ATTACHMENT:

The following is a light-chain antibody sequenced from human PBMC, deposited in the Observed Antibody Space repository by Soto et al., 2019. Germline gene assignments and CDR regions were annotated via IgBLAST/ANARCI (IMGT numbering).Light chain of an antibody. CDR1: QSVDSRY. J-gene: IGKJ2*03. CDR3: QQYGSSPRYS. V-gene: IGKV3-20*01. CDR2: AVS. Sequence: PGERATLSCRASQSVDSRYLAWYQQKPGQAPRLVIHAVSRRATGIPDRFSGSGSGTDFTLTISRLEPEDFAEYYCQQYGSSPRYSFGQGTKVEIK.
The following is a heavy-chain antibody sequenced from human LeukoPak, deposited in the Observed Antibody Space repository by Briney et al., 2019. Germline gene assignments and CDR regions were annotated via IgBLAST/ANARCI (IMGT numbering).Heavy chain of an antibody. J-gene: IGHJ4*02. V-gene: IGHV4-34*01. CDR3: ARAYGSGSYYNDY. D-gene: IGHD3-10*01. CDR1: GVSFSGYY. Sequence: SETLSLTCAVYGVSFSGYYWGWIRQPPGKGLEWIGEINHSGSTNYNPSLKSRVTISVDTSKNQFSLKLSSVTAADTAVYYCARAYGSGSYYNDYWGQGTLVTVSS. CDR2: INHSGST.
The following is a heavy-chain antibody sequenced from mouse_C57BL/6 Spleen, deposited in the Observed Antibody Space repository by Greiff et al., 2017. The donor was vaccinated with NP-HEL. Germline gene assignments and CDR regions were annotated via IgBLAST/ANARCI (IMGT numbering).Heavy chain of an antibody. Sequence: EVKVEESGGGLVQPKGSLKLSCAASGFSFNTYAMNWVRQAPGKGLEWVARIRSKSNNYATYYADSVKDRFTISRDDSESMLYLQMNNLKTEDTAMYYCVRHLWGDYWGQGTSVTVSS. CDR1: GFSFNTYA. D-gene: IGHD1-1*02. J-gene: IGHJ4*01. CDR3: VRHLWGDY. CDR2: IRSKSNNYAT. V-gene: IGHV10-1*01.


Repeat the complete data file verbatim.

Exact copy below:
The following is a light-chain antibody sequenced from human PBMC, deposited in the Observed Antibody Space repository by Soto et al., 2019. Germline gene assignments and CDR regions were annotated via IgBLAST/ANARCI (IMGT numbering).Light chain of an antibody. CDR1: QSVDSRY. J-gene: IGKJ2*03. CDR3: QQYGSSPRYS. V-gene: IGKV3-20*01. CDR2: AVS. Sequence: PGERATLSCRASQSVDSRYLAWYQQKPGQAPRLVIHAVSRRATGIPDRFSGSGSGTDFTLTISRLEPEDFAEYYCQQYGSSPRYSFGQGTKVEIK.
The following is a heavy-chain antibody sequenced from human LeukoPak, deposited in the Observed Antibody Space repository by Briney et al., 2019. Germline gene assignments and CDR regions were annotated via IgBLAST/ANARCI (IMGT numbering).Heavy chain of an antibody. J-gene: IGHJ4*02. V-gene: IGHV4-34*01. CDR3: ARAYGSGSYYNDY. D-gene: IGHD3-10*01. CDR1: GVSFSGYY. Sequence: SETLSLTCAVYGVSFSGYYWGWIRQPPGKGLEWIGEINHSGSTNYNPSLKSRVTISVDTSKNQFSLKLSSVTAADTAVYYCARAYGSGSYYNDYWGQGTLVTVSS. CDR2: INHSGST.
The following is a heavy-chain antibody sequenced from mouse_C57BL/6 Spleen, deposited in the Observed Antibody Space repository by Greiff et al., 2017. The donor was vaccinated with NP-HEL. Germline gene assignments and CDR regions were annotated via IgBLAST/ANARCI (IMGT numbering).Heavy chain of an antibody. Sequence: EVKVEESGGGLVQPKGSLKLSCAASGFSFNTYAMNWVRQAPGKGLEWVARIRSKSNNYATYYADSVKDRFTISRDDSESMLYLQMNNLKTEDTAMYYCVRHLWGDYWGQGTSVTVSS. CDR1: GFSFNTYA. D-gene: IGHD1-1*02. J-gene: IGHJ4*01. CDR3: VRHLWGDY. CDR2: IRSKSNNYAT. V-gene: IGHV10-1*01.